With this technological advance, sterilizing is made safe, portable, affordable, energy-efficient, and easy to access. 

IUVA Releases Fact Sheet on UV Disinfection for COVID-19

IUVA Releases Fact Sheet on UV Disinfection for COVID-19

The International Ultraviolet Association (IUVA) believes that UV disinfection technologies can play a role in a multiple barrier approach to reducing the transmission of the virus SARS-CoV-2, based on current disinfection data and empirical evidence.

Image credit: Logo courtesy of IUVA.
Image credit: Logo courtesy of IUVA.

Chevy Chase, MD (March 27, 2020) The International Ultraviolet Association (IUVA) believes that UV disinfection technologies can play a role in a multiple barrier approach to reducing the transmission of the virus causing COVID-19, SARS-CoV-2, based on current disinfection data and empirical evidence. UV is a known disinfectant for air, water and surfaces that can help to mitigate the risk of acquiring an infection in contact with the COVID-19 virus when applied correctly. "The IUVA has assembled leading experts from around the world to develop guidance on the effective use of UV technology, as a disinfection measure, to help reduce the transmission of COVID-19 virus. Established in 1999, the IUVA is a nonprofit dedicated to the advancement of ultraviolet technologies to help address public health and environmental concerns," says Dr. Ron Hofmann, Professor at the University of Toronto, and President of the IUVA.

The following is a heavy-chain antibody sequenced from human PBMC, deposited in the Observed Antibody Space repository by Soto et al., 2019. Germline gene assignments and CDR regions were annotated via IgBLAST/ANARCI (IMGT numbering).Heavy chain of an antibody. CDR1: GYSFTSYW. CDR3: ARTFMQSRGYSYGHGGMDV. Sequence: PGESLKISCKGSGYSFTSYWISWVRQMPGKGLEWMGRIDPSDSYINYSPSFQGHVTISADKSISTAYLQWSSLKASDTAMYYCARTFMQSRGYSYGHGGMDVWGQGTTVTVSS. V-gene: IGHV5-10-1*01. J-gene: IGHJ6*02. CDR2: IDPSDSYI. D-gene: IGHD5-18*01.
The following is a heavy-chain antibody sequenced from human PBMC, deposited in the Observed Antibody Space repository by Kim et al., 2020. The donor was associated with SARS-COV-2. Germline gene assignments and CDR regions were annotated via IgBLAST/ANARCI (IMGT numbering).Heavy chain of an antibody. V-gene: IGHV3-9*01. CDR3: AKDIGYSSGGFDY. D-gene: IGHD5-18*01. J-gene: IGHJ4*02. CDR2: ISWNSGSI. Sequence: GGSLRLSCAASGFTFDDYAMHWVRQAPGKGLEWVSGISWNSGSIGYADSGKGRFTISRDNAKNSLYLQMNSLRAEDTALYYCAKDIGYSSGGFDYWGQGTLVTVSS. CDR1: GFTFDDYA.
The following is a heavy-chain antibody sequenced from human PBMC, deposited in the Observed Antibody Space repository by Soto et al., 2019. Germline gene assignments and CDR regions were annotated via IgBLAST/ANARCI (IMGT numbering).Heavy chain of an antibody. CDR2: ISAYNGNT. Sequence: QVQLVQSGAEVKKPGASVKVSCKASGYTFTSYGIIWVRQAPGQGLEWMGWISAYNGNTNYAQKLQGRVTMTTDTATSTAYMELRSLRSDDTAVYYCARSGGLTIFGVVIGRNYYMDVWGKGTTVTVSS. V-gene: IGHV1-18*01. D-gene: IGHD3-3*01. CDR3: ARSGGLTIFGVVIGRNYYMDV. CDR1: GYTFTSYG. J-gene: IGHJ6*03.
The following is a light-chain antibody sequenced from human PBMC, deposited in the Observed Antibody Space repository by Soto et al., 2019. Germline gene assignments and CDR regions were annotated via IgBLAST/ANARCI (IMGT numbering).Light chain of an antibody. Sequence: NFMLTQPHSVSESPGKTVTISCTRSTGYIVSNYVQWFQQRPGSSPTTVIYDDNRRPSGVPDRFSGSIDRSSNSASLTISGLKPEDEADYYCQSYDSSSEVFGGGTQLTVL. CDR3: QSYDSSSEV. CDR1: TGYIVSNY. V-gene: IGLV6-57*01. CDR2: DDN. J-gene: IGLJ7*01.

It must be noted that “UVC”, “UV disinfection” and “UV” as used here and in the scientific, medical and technical literature, specifically and importantly refers to UVC light energy (200-280nm light) in the germicidal range which is not the same as the UVA and UVB used in tanning beds or sunlight exposure.


Facts on UV and COVID-19